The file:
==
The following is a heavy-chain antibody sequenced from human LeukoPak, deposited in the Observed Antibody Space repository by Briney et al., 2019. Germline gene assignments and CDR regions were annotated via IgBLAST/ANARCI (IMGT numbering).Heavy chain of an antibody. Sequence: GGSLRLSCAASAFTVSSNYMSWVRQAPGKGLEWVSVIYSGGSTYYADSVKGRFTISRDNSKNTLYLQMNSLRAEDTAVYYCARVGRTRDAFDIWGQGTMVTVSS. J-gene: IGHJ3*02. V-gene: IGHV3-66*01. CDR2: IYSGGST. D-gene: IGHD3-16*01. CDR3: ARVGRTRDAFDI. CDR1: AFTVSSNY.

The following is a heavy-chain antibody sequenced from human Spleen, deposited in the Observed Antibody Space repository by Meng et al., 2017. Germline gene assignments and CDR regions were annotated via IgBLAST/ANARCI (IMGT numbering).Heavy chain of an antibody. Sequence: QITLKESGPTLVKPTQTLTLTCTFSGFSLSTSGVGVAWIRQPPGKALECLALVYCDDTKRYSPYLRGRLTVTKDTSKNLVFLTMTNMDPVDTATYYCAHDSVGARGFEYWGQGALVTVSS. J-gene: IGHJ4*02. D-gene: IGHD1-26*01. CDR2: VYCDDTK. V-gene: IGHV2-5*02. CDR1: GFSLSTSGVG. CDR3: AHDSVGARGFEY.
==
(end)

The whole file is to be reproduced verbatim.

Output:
The following is a heavy-chain antibody sequenced from human LeukoPak, deposited in the Observed Antibody Space repository by Briney et al., 2019. Germline gene assignments and CDR regions were annotated via IgBLAST/ANARCI (IMGT numbering).Heavy chain of an antibody. Sequence: GGSLRLSCAASAFTVSSNYMSWVRQAPGKGLEWVSVIYSGGSTYYADSVKGRFTISRDNSKNTLYLQMNSLRAEDTAVYYCARVGRTRDAFDIWGQGTMVTVSS. J-gene: IGHJ3*02. V-gene: IGHV3-66*01. CDR2: IYSGGST. D-gene: IGHD3-16*01. CDR3: ARVGRTRDAFDI. CDR1: AFTVSSNY.

The following is a heavy-chain antibody sequenced from human Spleen, deposited in the Observed Antibody Space repository by Meng et al., 2017. Germline gene assignments and CDR regions were annotated via IgBLAST/ANARCI (IMGT numbering).Heavy chain of an antibody. Sequence: QITLKESGPTLVKPTQTLTLTCTFSGFSLSTSGVGVAWIRQPPGKALECLALVYCDDTKRYSPYLRGRLTVTKDTSKNLVFLTMTNMDPVDTATYYCAHDSVGARGFEYWGQGALVTVSS. J-gene: IGHJ4*02. D-gene: IGHD1-26*01. CDR2: VYCDDTK. V-gene: IGHV2-5*02. CDR1: GFSLSTSGVG. CDR3: AHDSVGARGFEY.